If they can, they are likely considered an employee. If their work is contracted only for a fixed period, or they work intermittently for multiple shops on various projects, they may be an independent contractor.

Nature and Degree of Potential Control Over the Work

The fourth question the DoL advises employers to consider is whether workers “have control over the performance of the work and the economic aspects of the working relationship.” The more control you exert, the greater the likelihood workers will be classified as employees rather than independent contractors.

In some ways, this combines the previous three questions. Your dealership may post weekly work schedules, conduct performance reviews, supervise work, set the rate customers pay for services and even require certain employees to sign noncompete agreements.

When workers perform under such constraints, they are considered employees.

The Extent to Which the Work is Integral to the Employer’s Business

The fifth consideration is evaluating the extent to which a worker’s job impacts your business. Here, the job function, rather than the individual worker, is the critical factor.

If your dealership’s principal business is vehicle sales, salespeople are obviously integral to your business. Custom design, however, is not core to vehicle sales. The workers who complete custom design work are more likely to be considered independent contractors.

Worker Skill or Initiative

Finally, consider whether workers use “specialized skills to perform the work” and whether “those skills contribute to business-like initiative.” To best navigate this guidance, ask whether workers have a specialized certification and whether they advertise that qualification to obtain further employment.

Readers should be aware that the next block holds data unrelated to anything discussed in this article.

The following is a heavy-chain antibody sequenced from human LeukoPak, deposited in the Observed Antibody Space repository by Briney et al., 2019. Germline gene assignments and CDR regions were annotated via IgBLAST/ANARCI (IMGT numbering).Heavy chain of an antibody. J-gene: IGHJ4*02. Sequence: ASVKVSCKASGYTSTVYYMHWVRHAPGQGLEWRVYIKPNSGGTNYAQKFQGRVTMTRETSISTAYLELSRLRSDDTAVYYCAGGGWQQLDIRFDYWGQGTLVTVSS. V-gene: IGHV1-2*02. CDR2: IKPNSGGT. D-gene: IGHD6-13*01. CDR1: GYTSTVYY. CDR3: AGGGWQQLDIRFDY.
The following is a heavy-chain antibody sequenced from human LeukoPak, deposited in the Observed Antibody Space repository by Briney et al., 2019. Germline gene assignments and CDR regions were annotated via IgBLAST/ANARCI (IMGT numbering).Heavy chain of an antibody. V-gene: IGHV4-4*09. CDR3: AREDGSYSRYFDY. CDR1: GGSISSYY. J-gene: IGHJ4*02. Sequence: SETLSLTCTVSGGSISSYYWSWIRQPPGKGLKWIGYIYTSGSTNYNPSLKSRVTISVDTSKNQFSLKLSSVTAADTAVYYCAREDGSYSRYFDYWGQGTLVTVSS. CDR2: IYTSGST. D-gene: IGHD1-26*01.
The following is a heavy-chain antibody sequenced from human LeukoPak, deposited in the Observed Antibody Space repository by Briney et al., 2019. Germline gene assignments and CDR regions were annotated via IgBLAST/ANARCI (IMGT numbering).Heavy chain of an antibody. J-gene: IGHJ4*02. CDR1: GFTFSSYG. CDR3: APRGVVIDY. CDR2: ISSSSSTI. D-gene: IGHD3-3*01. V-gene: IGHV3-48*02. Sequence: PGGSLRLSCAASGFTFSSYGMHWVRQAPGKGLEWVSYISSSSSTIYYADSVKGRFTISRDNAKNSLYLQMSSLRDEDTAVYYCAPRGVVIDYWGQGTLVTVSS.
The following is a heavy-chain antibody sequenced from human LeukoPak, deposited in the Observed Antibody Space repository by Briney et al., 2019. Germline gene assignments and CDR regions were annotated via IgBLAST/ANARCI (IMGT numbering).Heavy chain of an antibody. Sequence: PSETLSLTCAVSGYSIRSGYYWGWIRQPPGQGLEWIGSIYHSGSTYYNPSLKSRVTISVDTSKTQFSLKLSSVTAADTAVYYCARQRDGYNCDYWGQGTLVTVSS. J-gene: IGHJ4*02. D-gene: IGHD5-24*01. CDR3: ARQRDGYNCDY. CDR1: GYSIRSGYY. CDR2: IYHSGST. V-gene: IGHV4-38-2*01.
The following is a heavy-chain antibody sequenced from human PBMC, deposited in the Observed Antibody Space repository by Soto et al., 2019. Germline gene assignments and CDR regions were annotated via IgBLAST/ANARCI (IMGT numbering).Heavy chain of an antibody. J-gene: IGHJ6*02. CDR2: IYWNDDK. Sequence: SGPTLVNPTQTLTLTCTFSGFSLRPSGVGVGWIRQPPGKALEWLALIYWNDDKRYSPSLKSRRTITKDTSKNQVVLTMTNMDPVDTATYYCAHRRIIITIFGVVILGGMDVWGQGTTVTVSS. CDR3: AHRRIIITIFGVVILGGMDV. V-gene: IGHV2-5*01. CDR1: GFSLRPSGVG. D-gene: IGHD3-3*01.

To be sure, specialized skills alone do not indicate independent contractor status. The focus shifts to how those skills are applied in connection to attracting new business opportunities. Consider whether workers take the initiative to apply their skills independently or apply them only at your dealership.

Comply With Guidance to Boost Bottom Line

Assessing the tasks, certifications, supervisory roles, financial responsibilities and specialized skills that help determine whether a worker is an independent contractor is time-consuming work. However, evaluating the nuances will prevent you from being fined.

  • Misclassification may make you responsible for:
  • Back taxes (plus additional penalties).
  • Fines/penalties for not having workers covered by workers’ compensation insurance.
  • Back pay and fines for unpaid wages (including overtime).
  • Penalties for required state and federal employee forms and personnel/payroll records.
  • Additionally, employers violating DoL guidance may expose themselves to possible discrimination, harassment or retaliation lawsuits.

The bottom line is to stay informed. Be proactive. View compliance as a strategic investment in your dealership business.


Russ Cole is a Human Resources Consultant at KPA. KPA provides compliance software and services for a wide range of businesses.